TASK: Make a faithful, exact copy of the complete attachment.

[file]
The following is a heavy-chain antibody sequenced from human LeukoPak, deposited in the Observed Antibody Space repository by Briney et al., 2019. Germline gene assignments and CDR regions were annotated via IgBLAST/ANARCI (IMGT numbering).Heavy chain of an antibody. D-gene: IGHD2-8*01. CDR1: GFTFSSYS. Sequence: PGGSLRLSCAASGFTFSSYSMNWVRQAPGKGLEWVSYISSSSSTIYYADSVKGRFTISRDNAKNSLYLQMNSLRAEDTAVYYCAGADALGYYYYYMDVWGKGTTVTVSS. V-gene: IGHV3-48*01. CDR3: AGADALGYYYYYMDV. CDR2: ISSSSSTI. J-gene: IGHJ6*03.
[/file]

The following is a heavy-chain antibody sequenced from human LeukoPak, deposited in the Observed Antibody Space repository by Briney et al., 2019. Germline gene assignments and CDR regions were annotated via IgBLAST/ANARCI (IMGT numbering).Heavy chain of an antibody. D-gene: IGHD2-8*01. CDR1: GFTFSSYS. Sequence: PGGSLRLSCAASGFTFSSYSMNWVRQAPGKGLEWVSYISSSSSTIYYADSVKGRFTISRDNAKNSLYLQMNSLRAEDTAVYYCAGADALGYYYYYMDVWGKGTTVTVSS. V-gene: IGHV3-48*01. CDR3: AGADALGYYYYYMDV. CDR2: ISSSSSTI. J-gene: IGHJ6*03.